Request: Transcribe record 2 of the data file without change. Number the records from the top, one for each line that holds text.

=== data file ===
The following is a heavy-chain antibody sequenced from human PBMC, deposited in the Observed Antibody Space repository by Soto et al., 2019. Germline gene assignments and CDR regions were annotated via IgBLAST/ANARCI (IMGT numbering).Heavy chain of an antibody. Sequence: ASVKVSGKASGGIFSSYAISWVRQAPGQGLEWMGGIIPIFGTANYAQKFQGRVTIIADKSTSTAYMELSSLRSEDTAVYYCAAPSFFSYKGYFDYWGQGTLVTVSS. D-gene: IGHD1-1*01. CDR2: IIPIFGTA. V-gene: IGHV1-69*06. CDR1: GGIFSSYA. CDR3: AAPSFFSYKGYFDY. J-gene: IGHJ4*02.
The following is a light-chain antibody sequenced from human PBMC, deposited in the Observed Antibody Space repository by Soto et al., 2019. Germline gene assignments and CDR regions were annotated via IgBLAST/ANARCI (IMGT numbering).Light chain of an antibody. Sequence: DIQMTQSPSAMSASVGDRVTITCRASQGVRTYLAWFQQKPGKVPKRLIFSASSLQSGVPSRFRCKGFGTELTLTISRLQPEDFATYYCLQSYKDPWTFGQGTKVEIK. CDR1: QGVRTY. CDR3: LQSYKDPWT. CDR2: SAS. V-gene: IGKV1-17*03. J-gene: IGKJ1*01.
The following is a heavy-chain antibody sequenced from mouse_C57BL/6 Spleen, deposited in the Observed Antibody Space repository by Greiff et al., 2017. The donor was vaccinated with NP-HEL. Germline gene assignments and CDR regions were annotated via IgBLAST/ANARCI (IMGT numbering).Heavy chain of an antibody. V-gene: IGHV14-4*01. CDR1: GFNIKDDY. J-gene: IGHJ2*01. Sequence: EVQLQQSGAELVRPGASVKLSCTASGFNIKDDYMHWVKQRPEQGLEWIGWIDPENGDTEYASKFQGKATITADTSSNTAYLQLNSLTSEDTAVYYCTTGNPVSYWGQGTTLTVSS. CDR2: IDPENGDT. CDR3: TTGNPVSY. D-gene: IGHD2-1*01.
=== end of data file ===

The following is a light-chain antibody sequenced from human PBMC, deposited in the Observed Antibody Space repository by Soto et al., 2019. Germline gene assignments and CDR regions were annotated via IgBLAST/ANARCI (IMGT numbering).Light chain of an antibody. Sequence: DIQMTQSPSAMSASVGDRVTITCRASQGVRTYLAWFQQKPGKVPKRLIFSASSLQSGVPSRFRCKGFGTELTLTISRLQPEDFATYYCLQSYKDPWTFGQGTKVEIK. CDR1: QGVRTY. CDR3: LQSYKDPWT. CDR2: SAS. V-gene: IGKV1-17*03. J-gene: IGKJ1*01.